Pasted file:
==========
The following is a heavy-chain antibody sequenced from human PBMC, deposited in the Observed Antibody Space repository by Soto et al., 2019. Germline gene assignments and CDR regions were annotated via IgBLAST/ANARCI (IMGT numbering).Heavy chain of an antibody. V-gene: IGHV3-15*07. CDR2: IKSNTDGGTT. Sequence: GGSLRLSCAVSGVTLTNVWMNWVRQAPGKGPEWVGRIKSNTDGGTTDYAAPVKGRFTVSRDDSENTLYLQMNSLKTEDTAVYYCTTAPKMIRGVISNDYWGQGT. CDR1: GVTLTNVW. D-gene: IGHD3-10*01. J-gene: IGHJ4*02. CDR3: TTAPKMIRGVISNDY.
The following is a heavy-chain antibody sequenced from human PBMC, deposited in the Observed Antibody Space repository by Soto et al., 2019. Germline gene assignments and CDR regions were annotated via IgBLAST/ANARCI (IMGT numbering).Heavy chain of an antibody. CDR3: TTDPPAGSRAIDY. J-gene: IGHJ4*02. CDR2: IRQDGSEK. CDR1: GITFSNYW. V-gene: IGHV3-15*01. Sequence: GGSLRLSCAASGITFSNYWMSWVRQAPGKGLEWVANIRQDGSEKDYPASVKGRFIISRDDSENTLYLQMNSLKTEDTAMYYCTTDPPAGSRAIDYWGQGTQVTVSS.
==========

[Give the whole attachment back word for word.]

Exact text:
The following is a heavy-chain antibody sequenced from human PBMC, deposited in the Observed Antibody Space repository by Soto et al., 2019. Germline gene assignments and CDR regions were annotated via IgBLAST/ANARCI (IMGT numbering).Heavy chain of an antibody. V-gene: IGHV3-15*07. CDR2: IKSNTDGGTT. Sequence: GGSLRLSCAVSGVTLTNVWMNWVRQAPGKGPEWVGRIKSNTDGGTTDYAAPVKGRFTVSRDDSENTLYLQMNSLKTEDTAVYYCTTAPKMIRGVISNDYWGQGT. CDR1: GVTLTNVW. D-gene: IGHD3-10*01. J-gene: IGHJ4*02. CDR3: TTAPKMIRGVISNDY.
The following is a heavy-chain antibody sequenced from human PBMC, deposited in the Observed Antibody Space repository by Soto et al., 2019. Germline gene assignments and CDR regions were annotated via IgBLAST/ANARCI (IMGT numbering).Heavy chain of an antibody. CDR3: TTDPPAGSRAIDY. J-gene: IGHJ4*02. CDR2: IRQDGSEK. CDR1: GITFSNYW. V-gene: IGHV3-15*01. Sequence: GGSLRLSCAASGITFSNYWMSWVRQAPGKGLEWVANIRQDGSEKDYPASVKGRFIISRDDSENTLYLQMNSLKTEDTAMYYCTTDPPAGSRAIDYWGQGTQVTVSS.